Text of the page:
Why rent it? My gut says to call this one a skip, but knowing that I’m in a minority of one on that front I’ll call it a rent instead. Field is quite good here, and of course it’s great seeing her onscreen again, but this is not a carefree comedy ‐ it’s a sad, potentially unsettling drama about a deranged stalker with vindictive tendencies. Seriously! And the ending is just one giant false note for her character.
[Blu-ray/DVD extras: Deleted scenes, commentary]
Inserts [Twilight Time]
What is it? Boy Wonder (Richard Dreyfuss) was once a big time silent film director, but the town’s move into talkies ‐ along with his own alcoholism and agoraphobia ‐ have left him shooting porn in his Hollywood mansion. Over the course of an evening he spends time with two actresses (Veronica Cartwright, Jessica Harper) and a powerful bigwig.
Why rent it? John Byrum’s mid ’70s drama/comedy is an odd bird even before you look at its NC-17 rating. There are some humorous moments here, but most of the film plays like an occasionally engaging stage play with little momentum. Still, it’s worth discovering for Cartwright’s performance alone as she stuns with vitality, humor, and pathos.
[Blu-ray extras: None]
Jeepers Creepers [Scream Factory]
What is it? Darry (Justin Long) and Trish (Gina Philips) are siblings heading home to visit their parents, but they’ve made the mistake of taking the long back roads for their journey. When an aggressive driver in a creepy van runs them off the road the duo are thrown into a nightmare involving a creature who comes out to feed and has added them to the menu.
Why rent it? The creeper at the center of this horror franchise is a pretty cool creation, and he stands apart from his contemporaries in both visual design and mythology. It’s goofy at times ‐ did he really stand in a DMV line to get that vanity plate? ‐ but the film manages some fun set-pieces and sequences along the way. The non-creeper characters are just so damn stupid though, and that constant idiocy hurts the film’s momentum. Fans will want to buy Scream Factory’s new Blu-ray as it’s loaded with extras new and old including two commentaries, new interviews, and more.
[Blu-ray/DVD extras: Commentaries, interviews, featurettes, deleted scenes]
Jeepers Creepers 2 [Scream Factory]
What is it? The creeper is winding down his feeding frenzy and has set his sights on a school bus filled with shirt-less jocks, but the father (Ray Wise) of a young boy he’s already eaten is hot on his tail with revenge on his mind.
Why rent it? The trend of the first film continues in full force here. The creature is a cool combination of practical and CG effects, and while his mythology and abilities seem to constantly be in flux he remains a more interesting creation than typical horror villains. Most of the characters are once again ridiculously dumb though. Scream Factory’s new Blu-ray is another two-disc affair packed with extras making this a worthwhile upgrade for fans.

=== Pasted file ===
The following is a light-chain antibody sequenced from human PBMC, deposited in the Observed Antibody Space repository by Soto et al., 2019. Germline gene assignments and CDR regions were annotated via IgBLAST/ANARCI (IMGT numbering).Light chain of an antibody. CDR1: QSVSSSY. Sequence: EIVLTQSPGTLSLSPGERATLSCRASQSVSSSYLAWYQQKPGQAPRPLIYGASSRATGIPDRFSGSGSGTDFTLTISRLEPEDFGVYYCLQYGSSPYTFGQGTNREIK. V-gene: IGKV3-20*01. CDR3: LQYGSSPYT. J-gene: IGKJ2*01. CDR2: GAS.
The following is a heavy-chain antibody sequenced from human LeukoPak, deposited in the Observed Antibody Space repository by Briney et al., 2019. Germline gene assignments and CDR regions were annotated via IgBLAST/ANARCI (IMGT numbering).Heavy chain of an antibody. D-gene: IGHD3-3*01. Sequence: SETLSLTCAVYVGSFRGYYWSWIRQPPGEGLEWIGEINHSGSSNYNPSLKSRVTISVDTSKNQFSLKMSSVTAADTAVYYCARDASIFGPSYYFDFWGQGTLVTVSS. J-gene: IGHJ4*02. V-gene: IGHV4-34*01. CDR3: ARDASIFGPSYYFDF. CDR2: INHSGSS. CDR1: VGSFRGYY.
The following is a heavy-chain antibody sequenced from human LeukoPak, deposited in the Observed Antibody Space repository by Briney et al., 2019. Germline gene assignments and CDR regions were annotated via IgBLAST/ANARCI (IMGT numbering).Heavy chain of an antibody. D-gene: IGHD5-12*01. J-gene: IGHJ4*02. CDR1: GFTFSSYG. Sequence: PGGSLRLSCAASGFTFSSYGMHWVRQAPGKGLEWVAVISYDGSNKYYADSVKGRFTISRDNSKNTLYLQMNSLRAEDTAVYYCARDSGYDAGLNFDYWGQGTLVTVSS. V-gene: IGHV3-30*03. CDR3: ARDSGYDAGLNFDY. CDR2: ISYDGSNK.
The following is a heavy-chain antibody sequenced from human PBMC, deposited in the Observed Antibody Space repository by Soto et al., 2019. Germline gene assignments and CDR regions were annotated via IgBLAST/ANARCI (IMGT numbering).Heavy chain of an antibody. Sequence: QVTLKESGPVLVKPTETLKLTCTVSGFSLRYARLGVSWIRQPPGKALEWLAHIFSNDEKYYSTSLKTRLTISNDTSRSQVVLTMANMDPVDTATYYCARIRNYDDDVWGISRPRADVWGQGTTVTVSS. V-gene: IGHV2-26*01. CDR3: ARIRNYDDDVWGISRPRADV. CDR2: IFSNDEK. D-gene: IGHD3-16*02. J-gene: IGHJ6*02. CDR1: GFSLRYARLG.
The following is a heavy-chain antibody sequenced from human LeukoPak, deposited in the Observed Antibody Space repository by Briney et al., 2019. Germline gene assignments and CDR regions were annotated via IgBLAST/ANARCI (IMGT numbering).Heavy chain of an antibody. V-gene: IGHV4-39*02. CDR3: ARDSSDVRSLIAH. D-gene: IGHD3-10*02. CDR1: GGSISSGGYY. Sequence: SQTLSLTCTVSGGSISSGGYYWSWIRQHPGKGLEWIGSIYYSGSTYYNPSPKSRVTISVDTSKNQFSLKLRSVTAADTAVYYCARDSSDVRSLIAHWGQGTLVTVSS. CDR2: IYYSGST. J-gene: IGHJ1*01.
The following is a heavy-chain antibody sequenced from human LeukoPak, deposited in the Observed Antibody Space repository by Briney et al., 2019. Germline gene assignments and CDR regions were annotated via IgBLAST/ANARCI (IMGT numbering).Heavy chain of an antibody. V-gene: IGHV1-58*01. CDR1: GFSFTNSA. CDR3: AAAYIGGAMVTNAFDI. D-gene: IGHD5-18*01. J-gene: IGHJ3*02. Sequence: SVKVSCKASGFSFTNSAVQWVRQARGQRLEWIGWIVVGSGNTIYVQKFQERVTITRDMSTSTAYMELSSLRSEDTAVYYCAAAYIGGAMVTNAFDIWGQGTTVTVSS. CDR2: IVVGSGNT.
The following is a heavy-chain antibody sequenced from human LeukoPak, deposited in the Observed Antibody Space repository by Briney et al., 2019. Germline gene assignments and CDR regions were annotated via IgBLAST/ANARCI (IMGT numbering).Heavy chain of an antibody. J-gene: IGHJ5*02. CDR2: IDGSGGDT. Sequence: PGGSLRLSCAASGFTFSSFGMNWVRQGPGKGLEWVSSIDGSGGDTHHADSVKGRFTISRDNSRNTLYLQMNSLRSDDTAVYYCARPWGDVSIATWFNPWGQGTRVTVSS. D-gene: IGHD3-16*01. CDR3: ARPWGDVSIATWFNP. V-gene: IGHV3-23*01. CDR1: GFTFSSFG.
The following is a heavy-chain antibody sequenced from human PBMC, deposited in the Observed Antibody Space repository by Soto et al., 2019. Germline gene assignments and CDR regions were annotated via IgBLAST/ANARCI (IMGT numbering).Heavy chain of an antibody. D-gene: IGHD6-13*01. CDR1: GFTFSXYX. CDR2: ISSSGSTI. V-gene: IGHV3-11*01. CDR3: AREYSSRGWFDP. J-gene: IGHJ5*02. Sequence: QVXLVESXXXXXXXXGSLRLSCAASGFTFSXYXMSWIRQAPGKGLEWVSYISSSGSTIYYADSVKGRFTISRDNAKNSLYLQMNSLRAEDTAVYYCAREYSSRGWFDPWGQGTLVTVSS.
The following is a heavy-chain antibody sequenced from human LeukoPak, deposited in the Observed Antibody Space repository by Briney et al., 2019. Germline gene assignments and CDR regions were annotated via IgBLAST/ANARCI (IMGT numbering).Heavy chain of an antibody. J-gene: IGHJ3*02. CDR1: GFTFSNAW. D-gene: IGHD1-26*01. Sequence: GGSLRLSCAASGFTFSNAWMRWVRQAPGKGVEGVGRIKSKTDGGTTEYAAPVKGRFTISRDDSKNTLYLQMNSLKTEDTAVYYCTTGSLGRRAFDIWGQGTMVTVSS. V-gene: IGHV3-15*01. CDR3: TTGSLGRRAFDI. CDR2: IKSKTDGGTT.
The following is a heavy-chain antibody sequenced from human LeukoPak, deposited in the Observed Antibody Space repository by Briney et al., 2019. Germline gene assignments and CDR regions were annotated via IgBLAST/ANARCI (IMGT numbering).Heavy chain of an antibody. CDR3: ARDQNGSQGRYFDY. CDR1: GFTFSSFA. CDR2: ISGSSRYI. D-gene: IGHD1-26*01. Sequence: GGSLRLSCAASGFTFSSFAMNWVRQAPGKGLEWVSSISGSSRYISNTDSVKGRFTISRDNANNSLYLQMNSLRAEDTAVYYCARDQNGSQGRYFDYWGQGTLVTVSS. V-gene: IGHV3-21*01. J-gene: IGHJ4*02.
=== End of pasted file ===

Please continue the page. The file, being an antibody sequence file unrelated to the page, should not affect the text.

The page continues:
[Blu-ray/DVD extras: Commentaries, interviews, featurettes deleted scenes]
London Has Fallen
What is it? Secret Service Agent Mike Banning (Gerard Butler), Stabby McHeadshot to his co-workers, was promoted after saving the lives of President Asher (Aaron Eckhat) and his son three years ago, but with a child of his own on the way he’s decided it’s time to sheath his knife and retire from duty. The untimely death of the British Prime Minister interrupts his plans though necessitating a quick trip to London for the man’s funeral alongside several other Western world leaders. Hundreds of terrorists have descended on the city too, and after a coordinated attack of epic proportions leaves most of London dead or in hiding Banning and the president are forced to choose between fight and flight through the city’s empty streets.
Why rent it? It’s easy to imagine this as a lost entry in the Cannon Films’ canon, buried three decades ago and only recently unearthed, touched up with shoddy CG, and unleashed into cineplexes for our viewing pleasure. It’s gleefully violent, vociferously pro-American/anti-other, ridiculously plotted, and willfully ignorant of politically correct concerns ‐ and if a smile crept up your ’80s action-loving face while reading that sentence then, like me, you’ll probably also find it to be pretty damn entertaining. It’s Chuck Norris’ Invasion U.S.A. updated and relocated to the U.K. with all of its aggressive patriotism and mass slaughter intact.
[Blu-ray/DVD extras: Making of, featurette]
What is it? War isn’t solely a human enterprise as evidenced by a heated battle that comes to a head between the Mandarin Ducks and the Military Mallards. The two species feud while their leaders’ children bond, but soon the water fowl must join forces as a new enemy enters and threatens them all.
Why rent it? It can be tough critiquing a film meant for children as their mind sets and expectations are utterly different from those of an adult, but I just don’t see kids enjoying this feature. The animation is sharp yet somehow dull all the same, and while the story is typically basic for a kiddie flick it’s also just convoluted enough that I expect most kids would quickly lose interest. That said, who knows what holds a kid’s attention these days.
[Blu-ray/DVD extras: Featurettes]
Rollerball [Twilight Time]
What is it? It’s 2018, the future, and the world has found peace at last. The secret to the end of warfare rests in the globally televised sport of Rollerball that sees national teams compete in epic battles combining roller derby and skee-ball. The masses are transfixed, and the corporations behind the sport reap the benefits.